but… cart… horse… causality…

          Argh sorry if that is hopelessly unclear!

        14. “To counter this, I say we must attempt to decolonise our minds/divest from structures of domination when working in fields of science. This means double work – it means questioning assumptions while we apply them! Hard.”

          It is hard. But it is precisely what can be achieved by an analysis of reproductive difference divested from an attachment to gender as a system of oppression.

        15. Re: “Look biology is a few people who are at one end and a few at the other with most people falling somewhere in the middle.”

          This is an objectively false statement.

        16. Nearly entire human race can get pregnant and has a Uteri? Gee, where are Cis men keeping their Uteri then?

          There’s seven billion people on the planet. People declared female at birth are approximately half of that, so 3.5 billion. Of those 3.5 billion, a substantial percentage will be too young or old to be defined as in child bearing years. Of the much smaller group that are in child bearing years some will be infertile either by mishap such as medically required removal of the Uterus, having scar tissue, just not being able to get pregnant, being born without vital parts for reproduction, or infertile by choice. So realistically, it’s nowhere fucking near 6 billion people who have a Uterus and can get pregnant, much less will get pregnant. You fail at basic maths as well as feminism.

          It is not the ability to get pregnant that causes oppression, it is the social ideas of what ‘female’ is that is used to justify it. If every person with a Uterus was struck infertile permanently tomorrow? Sexism would still exist.

          You don’t deconstruct the bullshit that is sexism by defining women as only those who can get pregnant, ignoring everyone else and declaring it feminism.

          The structure isn’t arbitrarily defined by folks who know what bodies in biological terms actually are. It’s arbitrarily defined by folks who look at bodies superficially and put them into two narrow categories that actually leave a fuck load of people outside of those bands.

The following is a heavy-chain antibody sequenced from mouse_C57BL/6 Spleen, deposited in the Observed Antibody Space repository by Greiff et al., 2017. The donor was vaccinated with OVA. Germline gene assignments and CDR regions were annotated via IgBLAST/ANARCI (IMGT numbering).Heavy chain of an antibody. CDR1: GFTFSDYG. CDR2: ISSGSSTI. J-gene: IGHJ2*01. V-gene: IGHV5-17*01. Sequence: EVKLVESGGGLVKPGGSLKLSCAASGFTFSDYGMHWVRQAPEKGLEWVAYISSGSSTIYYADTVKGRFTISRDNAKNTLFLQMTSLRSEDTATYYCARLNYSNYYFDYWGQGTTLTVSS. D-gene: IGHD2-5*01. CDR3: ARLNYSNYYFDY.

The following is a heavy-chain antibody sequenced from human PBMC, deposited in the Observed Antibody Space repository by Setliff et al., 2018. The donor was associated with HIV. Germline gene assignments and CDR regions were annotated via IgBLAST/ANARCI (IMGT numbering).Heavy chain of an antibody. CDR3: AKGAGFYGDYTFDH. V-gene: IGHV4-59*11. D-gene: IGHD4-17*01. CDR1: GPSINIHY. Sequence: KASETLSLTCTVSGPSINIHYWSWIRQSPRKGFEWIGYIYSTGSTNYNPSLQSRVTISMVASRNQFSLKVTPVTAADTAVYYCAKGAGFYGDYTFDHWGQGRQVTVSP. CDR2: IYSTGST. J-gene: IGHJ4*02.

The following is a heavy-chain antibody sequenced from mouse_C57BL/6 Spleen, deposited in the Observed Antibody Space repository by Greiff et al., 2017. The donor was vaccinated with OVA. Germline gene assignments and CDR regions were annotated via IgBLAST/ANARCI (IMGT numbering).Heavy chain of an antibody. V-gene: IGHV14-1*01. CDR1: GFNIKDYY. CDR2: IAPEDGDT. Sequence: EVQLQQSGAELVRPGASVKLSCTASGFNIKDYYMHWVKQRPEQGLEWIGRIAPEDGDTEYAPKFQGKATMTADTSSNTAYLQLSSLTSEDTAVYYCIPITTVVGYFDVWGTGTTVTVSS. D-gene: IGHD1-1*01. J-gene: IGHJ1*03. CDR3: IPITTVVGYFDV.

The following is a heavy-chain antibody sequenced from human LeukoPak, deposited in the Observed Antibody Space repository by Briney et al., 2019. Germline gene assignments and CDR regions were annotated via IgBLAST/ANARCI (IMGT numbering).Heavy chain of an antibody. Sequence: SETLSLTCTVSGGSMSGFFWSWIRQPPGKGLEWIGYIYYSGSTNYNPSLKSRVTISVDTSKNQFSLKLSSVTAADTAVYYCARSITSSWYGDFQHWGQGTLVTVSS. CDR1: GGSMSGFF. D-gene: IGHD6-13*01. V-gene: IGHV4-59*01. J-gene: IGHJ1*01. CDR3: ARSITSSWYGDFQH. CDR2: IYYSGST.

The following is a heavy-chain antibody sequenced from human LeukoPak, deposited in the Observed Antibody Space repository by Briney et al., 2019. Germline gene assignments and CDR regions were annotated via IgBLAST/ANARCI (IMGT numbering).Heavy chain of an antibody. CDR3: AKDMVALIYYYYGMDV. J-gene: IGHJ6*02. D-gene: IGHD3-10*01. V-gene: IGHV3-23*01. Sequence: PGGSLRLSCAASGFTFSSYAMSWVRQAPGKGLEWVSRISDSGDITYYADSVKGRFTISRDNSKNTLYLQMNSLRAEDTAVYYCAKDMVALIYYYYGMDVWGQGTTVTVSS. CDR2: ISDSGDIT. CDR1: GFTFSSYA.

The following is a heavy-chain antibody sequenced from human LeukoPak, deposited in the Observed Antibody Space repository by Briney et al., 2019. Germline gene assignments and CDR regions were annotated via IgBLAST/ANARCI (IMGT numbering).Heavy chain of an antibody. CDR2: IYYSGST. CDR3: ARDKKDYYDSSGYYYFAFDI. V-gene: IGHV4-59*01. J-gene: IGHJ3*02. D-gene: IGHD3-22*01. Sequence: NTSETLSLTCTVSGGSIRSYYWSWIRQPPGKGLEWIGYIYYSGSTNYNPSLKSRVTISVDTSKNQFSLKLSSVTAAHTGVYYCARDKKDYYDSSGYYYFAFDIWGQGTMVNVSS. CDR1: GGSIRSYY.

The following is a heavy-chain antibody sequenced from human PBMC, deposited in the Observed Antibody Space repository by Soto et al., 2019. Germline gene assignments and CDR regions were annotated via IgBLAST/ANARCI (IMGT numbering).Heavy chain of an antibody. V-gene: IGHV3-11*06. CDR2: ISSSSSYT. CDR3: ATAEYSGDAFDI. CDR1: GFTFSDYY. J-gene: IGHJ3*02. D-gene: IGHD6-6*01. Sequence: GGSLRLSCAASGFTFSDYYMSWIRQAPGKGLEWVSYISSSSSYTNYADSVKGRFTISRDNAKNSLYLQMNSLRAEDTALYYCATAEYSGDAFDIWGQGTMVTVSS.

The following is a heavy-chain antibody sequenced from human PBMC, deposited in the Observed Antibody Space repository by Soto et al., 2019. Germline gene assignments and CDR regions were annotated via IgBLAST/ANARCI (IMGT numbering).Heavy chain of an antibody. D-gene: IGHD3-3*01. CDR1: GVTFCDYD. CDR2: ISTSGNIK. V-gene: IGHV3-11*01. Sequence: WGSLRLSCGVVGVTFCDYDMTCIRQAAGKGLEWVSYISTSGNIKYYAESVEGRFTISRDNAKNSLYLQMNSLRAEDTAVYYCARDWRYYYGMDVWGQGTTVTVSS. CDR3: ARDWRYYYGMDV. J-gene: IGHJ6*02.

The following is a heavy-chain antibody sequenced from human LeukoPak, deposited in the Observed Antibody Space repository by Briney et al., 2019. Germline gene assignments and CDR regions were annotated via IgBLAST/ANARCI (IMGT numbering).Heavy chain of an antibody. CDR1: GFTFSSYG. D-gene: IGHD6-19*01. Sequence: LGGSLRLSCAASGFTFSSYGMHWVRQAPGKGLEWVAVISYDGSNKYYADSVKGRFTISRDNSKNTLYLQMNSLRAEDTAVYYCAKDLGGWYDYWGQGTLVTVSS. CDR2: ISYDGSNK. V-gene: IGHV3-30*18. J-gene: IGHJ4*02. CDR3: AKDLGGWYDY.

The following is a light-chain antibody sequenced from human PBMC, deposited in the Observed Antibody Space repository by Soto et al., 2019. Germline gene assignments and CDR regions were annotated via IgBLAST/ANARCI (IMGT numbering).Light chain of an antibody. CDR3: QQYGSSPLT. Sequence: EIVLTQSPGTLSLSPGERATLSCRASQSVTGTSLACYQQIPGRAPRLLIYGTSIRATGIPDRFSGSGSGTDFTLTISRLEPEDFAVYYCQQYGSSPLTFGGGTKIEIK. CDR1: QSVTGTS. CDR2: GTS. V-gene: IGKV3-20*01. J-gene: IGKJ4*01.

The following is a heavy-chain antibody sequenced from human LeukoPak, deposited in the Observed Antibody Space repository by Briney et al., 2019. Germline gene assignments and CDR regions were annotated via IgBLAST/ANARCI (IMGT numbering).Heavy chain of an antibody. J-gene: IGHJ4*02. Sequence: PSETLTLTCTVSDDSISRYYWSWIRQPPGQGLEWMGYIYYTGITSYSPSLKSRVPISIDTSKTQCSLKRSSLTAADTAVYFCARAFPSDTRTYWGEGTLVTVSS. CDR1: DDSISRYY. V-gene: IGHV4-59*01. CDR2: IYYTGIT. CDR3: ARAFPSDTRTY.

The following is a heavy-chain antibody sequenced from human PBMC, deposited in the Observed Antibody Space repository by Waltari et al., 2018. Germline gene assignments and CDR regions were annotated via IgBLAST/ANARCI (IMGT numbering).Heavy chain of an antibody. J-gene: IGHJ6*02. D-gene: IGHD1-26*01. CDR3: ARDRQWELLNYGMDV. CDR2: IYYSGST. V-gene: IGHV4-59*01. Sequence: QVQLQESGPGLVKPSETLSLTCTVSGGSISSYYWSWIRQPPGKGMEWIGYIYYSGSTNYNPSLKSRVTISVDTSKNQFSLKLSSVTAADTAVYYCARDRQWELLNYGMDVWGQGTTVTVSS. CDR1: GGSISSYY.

Only if one is a complete ignorant whose biological knowledge peaked at 16 years old. Biology doesn’t work the way you want it to. Deal with it and instead try using that knowledge to challenge the bullshit that is gender essentialism based on an idea of gender that comes from the fucking stone age.

        17. Dawn, I wonder why it is you feel your claims that I am young bolster your argument that biological males can become biological females. Also, I don’t feel insulted in the least by your criticism that I’m not “up to date” on the latest spin given to biology, evolution, etc., by people with a political agenda – that of letting men define reality for women! If men say that they can be women just cause they “feel” like they are, then women just have to STFU! No, we’re not going to shut up. Biological males cannot become biological females, no matter WHAT they do to their bodies. This is not the stone age view – this is reality.


          Seriously, if you’d ever taken science as a higher course which you apparently have not, you’d know that they tell you on day one to forget every single bit of info taught in school because it’s WRONG. High school biology is simplified to the point where it’s nowhere near the actual truth.

          Advanced biology is where one learns that the whole XY and XX is pure and utter CRAP with most people being NEITHER. Advanced biology is where you learn about biology, not lies told to children and believed by ignorant adults who want to believe them because it confirms all the bigoted shit they want to believe.

          Women as a group is not defined by XX, because most women are NOT XX even if they happen to match your other narrow criteria. Especially if they have had kids, they can have multiple chromosomes then.

        19. Dawn, I almost majored in biology. I have PLENTY of college-level science and math. LOL assumptions on the Internet.